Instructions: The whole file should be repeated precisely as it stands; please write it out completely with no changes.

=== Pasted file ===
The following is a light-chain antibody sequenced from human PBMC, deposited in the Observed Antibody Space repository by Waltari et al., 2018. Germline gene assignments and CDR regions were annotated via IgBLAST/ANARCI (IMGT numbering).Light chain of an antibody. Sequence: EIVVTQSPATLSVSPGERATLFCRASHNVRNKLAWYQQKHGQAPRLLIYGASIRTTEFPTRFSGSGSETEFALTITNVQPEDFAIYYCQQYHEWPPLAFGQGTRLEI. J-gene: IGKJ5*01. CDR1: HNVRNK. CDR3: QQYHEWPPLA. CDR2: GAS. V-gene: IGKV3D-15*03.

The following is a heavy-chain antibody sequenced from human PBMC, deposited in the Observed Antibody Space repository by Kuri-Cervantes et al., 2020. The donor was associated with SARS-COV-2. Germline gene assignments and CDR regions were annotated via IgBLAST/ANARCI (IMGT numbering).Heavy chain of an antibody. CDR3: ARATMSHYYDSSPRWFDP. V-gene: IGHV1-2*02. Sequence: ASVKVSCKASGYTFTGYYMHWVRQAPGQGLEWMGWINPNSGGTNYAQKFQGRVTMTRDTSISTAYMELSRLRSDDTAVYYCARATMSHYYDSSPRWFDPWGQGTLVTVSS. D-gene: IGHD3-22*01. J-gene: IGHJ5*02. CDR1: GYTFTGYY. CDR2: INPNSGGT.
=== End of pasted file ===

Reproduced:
The following is a light-chain antibody sequenced from human PBMC, deposited in the Observed Antibody Space repository by Waltari et al., 2018. Germline gene assignments and CDR regions were annotated via IgBLAST/ANARCI (IMGT numbering).Light chain of an antibody. Sequence: EIVVTQSPATLSVSPGERATLFCRASHNVRNKLAWYQQKHGQAPRLLIYGASIRTTEFPTRFSGSGSETEFALTITNVQPEDFAIYYCQQYHEWPPLAFGQGTRLEI. J-gene: IGKJ5*01. CDR1: HNVRNK. CDR3: QQYHEWPPLA. CDR2: GAS. V-gene: IGKV3D-15*03.

The following is a heavy-chain antibody sequenced from human PBMC, deposited in the Observed Antibody Space repository by Kuri-Cervantes et al., 2020. The donor was associated with SARS-COV-2. Germline gene assignments and CDR regions were annotated via IgBLAST/ANARCI (IMGT numbering).Heavy chain of an antibody. CDR3: ARATMSHYYDSSPRWFDP. V-gene: IGHV1-2*02. Sequence: ASVKVSCKASGYTFTGYYMHWVRQAPGQGLEWMGWINPNSGGTNYAQKFQGRVTMTRDTSISTAYMELSRLRSDDTAVYYCARATMSHYYDSSPRWFDPWGQGTLVTVSS. D-gene: IGHD3-22*01. J-gene: IGHJ5*02. CDR1: GYTFTGYY. CDR2: INPNSGGT.